New Reports Shine a Spotlight on Tether’s Legal Status
February 9, 2018 | Kai Sedgwick,

Nicholas Weaver is a computer security researcher at the International Computer Science Institute in Berkeley. On Thursday, he published a piece in Lawfareblog giving his thoughts on the likelihood of Tether being targeted by U.S. regulators.

Berkeley computer security researcher Nick Weaver argues that form of "arbitrage"—running a crime scheme with profitable victims in one locale, while hosting in another that's safer from prosecution—can provide more effective shielding for criminals than Tor. "You find a place where the local laws are happy and host there," Weaver says. "A cybercrime forum that is 'no damage to Russia' is generally allowed in Russia, no need to use Tor."

How to Hack an Election: An Intelligence Analysis
February 6, 2018 | Eric Haseltine PhD, Psychology Today

For instance, CNN online published a story quoting Dr. Nicholas Weaver, of the International Computer Science Institute at the University of California, Berkeley. "Nobody is going to be able to change the outcome of the presidential vote by hacking voting machines. The system is too distributed, too decentralized, too many implementations for any individual actor or group to make substantial change."

"Over the past couple of months, a huge amount of tether has been created, it has shifted to the Bitfinex exchange and presumably buys bitcoin and other cryptos. This, I believe, has been keeping the price up," Nicholas Weaver, a senior researcher at the International Computer Science Institute at Berkeley, California, told CNBC by phone Thursday.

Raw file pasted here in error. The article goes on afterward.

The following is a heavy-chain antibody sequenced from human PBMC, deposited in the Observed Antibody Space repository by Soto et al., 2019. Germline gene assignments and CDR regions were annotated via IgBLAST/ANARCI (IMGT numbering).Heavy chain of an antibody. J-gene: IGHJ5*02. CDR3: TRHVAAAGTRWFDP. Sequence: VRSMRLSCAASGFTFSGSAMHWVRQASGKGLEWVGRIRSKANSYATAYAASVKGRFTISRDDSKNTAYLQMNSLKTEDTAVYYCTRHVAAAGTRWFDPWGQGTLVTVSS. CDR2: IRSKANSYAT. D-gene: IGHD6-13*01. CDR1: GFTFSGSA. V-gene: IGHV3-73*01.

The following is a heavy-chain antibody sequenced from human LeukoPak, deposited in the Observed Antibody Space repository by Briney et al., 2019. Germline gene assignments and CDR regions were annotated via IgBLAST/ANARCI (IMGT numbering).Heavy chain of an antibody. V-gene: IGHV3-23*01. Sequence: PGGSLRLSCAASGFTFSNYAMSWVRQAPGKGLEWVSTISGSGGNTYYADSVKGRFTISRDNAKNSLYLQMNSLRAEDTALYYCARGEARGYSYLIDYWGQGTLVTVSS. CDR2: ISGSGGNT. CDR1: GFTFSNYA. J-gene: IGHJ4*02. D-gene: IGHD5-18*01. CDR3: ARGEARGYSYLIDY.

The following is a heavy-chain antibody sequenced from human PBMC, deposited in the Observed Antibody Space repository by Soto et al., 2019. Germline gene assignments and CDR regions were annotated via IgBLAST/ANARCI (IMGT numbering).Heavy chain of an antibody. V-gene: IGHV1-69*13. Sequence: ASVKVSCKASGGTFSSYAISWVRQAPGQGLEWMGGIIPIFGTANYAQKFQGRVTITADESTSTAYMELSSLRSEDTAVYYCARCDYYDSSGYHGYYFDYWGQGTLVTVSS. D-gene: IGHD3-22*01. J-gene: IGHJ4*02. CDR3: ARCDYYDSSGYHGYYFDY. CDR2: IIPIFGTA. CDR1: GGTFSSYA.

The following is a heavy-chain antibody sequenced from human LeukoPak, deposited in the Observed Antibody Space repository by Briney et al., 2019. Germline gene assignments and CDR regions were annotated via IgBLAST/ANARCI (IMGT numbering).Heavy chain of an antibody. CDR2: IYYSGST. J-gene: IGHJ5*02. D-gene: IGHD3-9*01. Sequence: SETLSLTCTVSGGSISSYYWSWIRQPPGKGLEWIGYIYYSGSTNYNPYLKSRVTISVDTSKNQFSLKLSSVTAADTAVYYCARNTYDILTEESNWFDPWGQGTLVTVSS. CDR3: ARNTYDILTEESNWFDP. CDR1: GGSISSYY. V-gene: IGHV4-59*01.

Nicholas Weaver, a professor from UC Berkeley’s International Computer Science Institute has warned that a “bloodbath” would ensue if the claims turn out to be true.

The types of phishing attacks that garner data like that are cheap, effective, hard to track and perfect for the American electoral system, says Nicholas Weaver, a researcher at the International Computer Science Institute.

To expect computing speeds, known in the cryptocurrency world as “hash rates,” to remain steady “is ridiculous,” said Nicholas Weaver, a lecturer at the University of California, Berkeley.

As Berkeley International Computer Science Institute researcher Nicholas Weaver noted, “The cost estimates are insanely wrong: Assumes no increase in mining rate, no power cost” (though the language does specify Kodak’s partner Spotlite will cover most operational costs including electricity).

WannaCry, Petya, NotPetya: how ransomware hit the big time in 2017
December 30, 2017 | Alex Hern, The Guardian

NotPetya had another oddity: it didn’t actually seem created to make money. The “ransomware” was coded in such a way that, even if users did pay up, their data could never be recovered. “I’m willing to say with at least moderate confidence that this was a deliberate, malicious, destructive attack or perhaps a test disguised as ransomware,” UC Berkeley academic Nicholas Weaver told the infosec blog Krebs on Security.

Wi-Fi + Malware = Surveillance Dealers' Answer To Spying On WhatsApp
December 4, 2017 | Thomas Fox-Brewster, Forbes

Nicholas Weaver, senior staff researcher focusing on computer security at the International Computer Science Institute at Berkeley, wasn't impressed with what Almenta advertised. "Really, this is a surveillance vendor taking some off-the-shelf tools, combining it with a directional antenna, slapping some [graphical user interface] on it, and probably selling it for way, way, way, way too much money," he said.